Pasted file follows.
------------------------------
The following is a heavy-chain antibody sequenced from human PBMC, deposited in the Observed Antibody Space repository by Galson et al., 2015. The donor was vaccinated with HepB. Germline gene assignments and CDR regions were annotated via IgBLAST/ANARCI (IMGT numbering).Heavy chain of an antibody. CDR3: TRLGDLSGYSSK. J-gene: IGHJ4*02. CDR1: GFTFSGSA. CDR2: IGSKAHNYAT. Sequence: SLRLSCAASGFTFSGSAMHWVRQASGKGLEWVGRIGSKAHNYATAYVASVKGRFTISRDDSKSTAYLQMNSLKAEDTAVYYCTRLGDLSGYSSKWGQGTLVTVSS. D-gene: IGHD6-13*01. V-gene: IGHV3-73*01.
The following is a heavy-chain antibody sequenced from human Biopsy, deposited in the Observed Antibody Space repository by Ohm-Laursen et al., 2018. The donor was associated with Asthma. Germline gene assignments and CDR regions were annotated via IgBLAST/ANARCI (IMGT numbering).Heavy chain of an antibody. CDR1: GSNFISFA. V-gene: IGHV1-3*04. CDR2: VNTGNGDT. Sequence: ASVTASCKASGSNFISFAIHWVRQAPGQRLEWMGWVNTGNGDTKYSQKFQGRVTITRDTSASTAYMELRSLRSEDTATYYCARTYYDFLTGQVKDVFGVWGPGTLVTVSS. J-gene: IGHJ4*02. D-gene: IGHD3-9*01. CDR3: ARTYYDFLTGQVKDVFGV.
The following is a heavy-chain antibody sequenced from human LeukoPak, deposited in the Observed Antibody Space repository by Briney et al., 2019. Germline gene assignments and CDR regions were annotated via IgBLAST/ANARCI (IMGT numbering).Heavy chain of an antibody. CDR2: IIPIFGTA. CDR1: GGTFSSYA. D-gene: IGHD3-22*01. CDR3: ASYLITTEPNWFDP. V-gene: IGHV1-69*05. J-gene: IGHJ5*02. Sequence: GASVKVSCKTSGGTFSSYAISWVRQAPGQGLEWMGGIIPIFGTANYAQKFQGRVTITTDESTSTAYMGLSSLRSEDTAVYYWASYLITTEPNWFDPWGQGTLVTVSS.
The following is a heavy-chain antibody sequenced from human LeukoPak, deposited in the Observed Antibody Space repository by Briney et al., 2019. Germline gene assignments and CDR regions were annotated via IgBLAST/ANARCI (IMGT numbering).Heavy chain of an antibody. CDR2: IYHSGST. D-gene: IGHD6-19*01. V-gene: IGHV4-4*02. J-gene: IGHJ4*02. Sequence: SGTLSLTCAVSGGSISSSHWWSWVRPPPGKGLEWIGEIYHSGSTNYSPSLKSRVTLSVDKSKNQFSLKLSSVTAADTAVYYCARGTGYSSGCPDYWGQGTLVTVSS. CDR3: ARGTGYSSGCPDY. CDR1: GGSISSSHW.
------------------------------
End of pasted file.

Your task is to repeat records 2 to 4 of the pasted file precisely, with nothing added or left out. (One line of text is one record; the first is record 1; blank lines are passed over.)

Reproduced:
The following is a heavy-chain antibody sequenced from human Biopsy, deposited in the Observed Antibody Space repository by Ohm-Laursen et al., 2018. The donor was associated with Asthma. Germline gene assignments and CDR regions were annotated via IgBLAST/ANARCI (IMGT numbering).Heavy chain of an antibody. CDR1: GSNFISFA. V-gene: IGHV1-3*04. CDR2: VNTGNGDT. Sequence: ASVTASCKASGSNFISFAIHWVRQAPGQRLEWMGWVNTGNGDTKYSQKFQGRVTITRDTSASTAYMELRSLRSEDTATYYCARTYYDFLTGQVKDVFGVWGPGTLVTVSS. J-gene: IGHJ4*02. D-gene: IGHD3-9*01. CDR3: ARTYYDFLTGQVKDVFGV.
The following is a heavy-chain antibody sequenced from human LeukoPak, deposited in the Observed Antibody Space repository by Briney et al., 2019. Germline gene assignments and CDR regions were annotated via IgBLAST/ANARCI (IMGT numbering).Heavy chain of an antibody. CDR2: IIPIFGTA. CDR1: GGTFSSYA. D-gene: IGHD3-22*01. CDR3: ASYLITTEPNWFDP. V-gene: IGHV1-69*05. J-gene: IGHJ5*02. Sequence: GASVKVSCKTSGGTFSSYAISWVRQAPGQGLEWMGGIIPIFGTANYAQKFQGRVTITTDESTSTAYMGLSSLRSEDTAVYYWASYLITTEPNWFDPWGQGTLVTVSS.
The following is a heavy-chain antibody sequenced from human LeukoPak, deposited in the Observed Antibody Space repository by Briney et al., 2019. Germline gene assignments and CDR regions were annotated via IgBLAST/ANARCI (IMGT numbering).Heavy chain of an antibody. CDR2: IYHSGST. D-gene: IGHD6-19*01. V-gene: IGHV4-4*02. J-gene: IGHJ4*02. Sequence: SGTLSLTCAVSGGSISSSHWWSWVRPPPGKGLEWIGEIYHSGSTNYSPSLKSRVTLSVDKSKNQFSLKLSSVTAADTAVYYCARGTGYSSGCPDYWGQGTLVTVSS. CDR3: ARGTGYSSGCPDY. CDR1: GGSISSSHW.